Corner Gardener Sue said...

We didn't stay long because we had other things to do that day. Plus, the cigarette smoke was bothering me. Did you see the clown with the balloons? I resisted the temptation to ask her if they are biodegradable.

I ended up going to the talk on native plants at Pioneers Park, hoping to meet other gardeners to maybe do an exchange with. I was late because we had gone to our grandson's soccer game. I asked several people if they grew natives, and only one couple said they did. It sounds like we pretty much grow the same things. I checked off about 80 percent of the plants on their list as ones I already grow.

Oh, Becky said that people with small yards should not grow grey headed coneflowers. Oops! I have 6 clumps of them. Two of them, I've had around 5 years.

I hope you are mustering up some business. I like that photo, by the way!

Benjamin Vogt said...

Sue, I think a lot of things there were not biodegradable. I'm glad you went over to pioneers. I'm shocked to hear most others don't plant with natives. My goodness. Let's convert people! I have grey-headed coneflower too, so what? Boo on Becky. Sure, it self sows, but yank out the seedling. Too many insects like it. And it's gorgeous. Birds also enjoy seeds in winter.

Desert Dweller said...

What a nice couple...good plains folk!

Seriously, sounds like a great kick-off / public debut. And all 3 points you made...bravo. Some children are smarter than some adults, in their observance of everything from the land to the smallest insects.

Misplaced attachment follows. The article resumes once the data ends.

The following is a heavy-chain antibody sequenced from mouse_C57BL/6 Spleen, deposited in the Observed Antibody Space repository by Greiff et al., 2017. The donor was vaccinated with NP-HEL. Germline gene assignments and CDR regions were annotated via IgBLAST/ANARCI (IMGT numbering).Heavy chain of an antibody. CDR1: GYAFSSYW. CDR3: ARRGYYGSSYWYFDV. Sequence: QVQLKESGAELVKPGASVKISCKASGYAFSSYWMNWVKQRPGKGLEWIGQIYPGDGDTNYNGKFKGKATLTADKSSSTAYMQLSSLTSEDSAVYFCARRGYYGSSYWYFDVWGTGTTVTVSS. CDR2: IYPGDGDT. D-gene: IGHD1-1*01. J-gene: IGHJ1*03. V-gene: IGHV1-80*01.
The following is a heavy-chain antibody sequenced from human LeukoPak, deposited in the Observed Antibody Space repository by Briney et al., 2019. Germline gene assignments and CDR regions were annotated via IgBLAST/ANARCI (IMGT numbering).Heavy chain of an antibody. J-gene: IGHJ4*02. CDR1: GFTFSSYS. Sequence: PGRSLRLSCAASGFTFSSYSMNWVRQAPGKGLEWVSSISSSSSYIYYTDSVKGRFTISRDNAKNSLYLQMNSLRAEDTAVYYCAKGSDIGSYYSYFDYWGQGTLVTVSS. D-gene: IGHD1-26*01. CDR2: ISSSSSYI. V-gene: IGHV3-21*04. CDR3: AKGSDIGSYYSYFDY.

As far as "preaching to the choir", I think there are some non-believers and new converst in all such groups, at least that's what I see. Way to go!

Benjamin Vogt said...

Good plains folk. Right. If you say so! You're right about the choir--sure did have some surprising conversations "I love butterflies" and all they planted was butterfly bush.

Kylee Baumle said...

I love this. I hope you're wildly successful! Good on ya!

Unknown said...

such a sweet photo! I am 62 years old, and I have a photo of myself and my sweetheart at the first Earth Day in 1970, collecting pesticides (you could still buy DDT in those days, I think Rachel Carson was still on everyone's lips) for disposal, in front of Safeway. I think plants and seed packets are so 2012. Best of success with your endeavors.

Benjamin Vogt said...

LN--That's crazy! Are seed packets so 2012 as in good thing? :)

Unknown said...

Totally a good thing. As in, do something positive (and green) -- plant seeds instead of having to nudge people to think about cleaning up toxins. Not that there aren't still plenty of toxins, old and new, to be cleaned up. But I would rather see people DOING something than protesting or fixing. And what I see happening in my local area, not really a very good place to grow food crops due to climate, is more and more folks doing it anyway. The locavore movement is a good thing. And here too I see people who are not interested in growing food, looking to native plants for landscaping choices. It's all good!